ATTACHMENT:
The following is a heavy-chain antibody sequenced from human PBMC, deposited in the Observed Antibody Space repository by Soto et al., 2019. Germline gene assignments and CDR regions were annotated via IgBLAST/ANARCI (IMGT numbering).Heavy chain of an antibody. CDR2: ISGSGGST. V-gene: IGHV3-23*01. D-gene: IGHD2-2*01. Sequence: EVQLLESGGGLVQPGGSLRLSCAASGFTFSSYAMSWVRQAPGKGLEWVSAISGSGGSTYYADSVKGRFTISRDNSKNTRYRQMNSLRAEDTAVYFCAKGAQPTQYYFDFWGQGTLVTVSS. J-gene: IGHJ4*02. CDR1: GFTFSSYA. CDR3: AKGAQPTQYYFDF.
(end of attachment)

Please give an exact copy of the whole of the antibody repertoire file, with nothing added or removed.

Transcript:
The following is a heavy-chain antibody sequenced from human PBMC, deposited in the Observed Antibody Space repository by Soto et al., 2019. Germline gene assignments and CDR regions were annotated via IgBLAST/ANARCI (IMGT numbering).Heavy chain of an antibody. CDR2: ISGSGGST. V-gene: IGHV3-23*01. D-gene: IGHD2-2*01. Sequence: EVQLLESGGGLVQPGGSLRLSCAASGFTFSSYAMSWVRQAPGKGLEWVSAISGSGGSTYYADSVKGRFTISRDNSKNTRYRQMNSLRAEDTAVYFCAKGAQPTQYYFDFWGQGTLVTVSS. J-gene: IGHJ4*02. CDR1: GFTFSSYA. CDR3: AKGAQPTQYYFDF.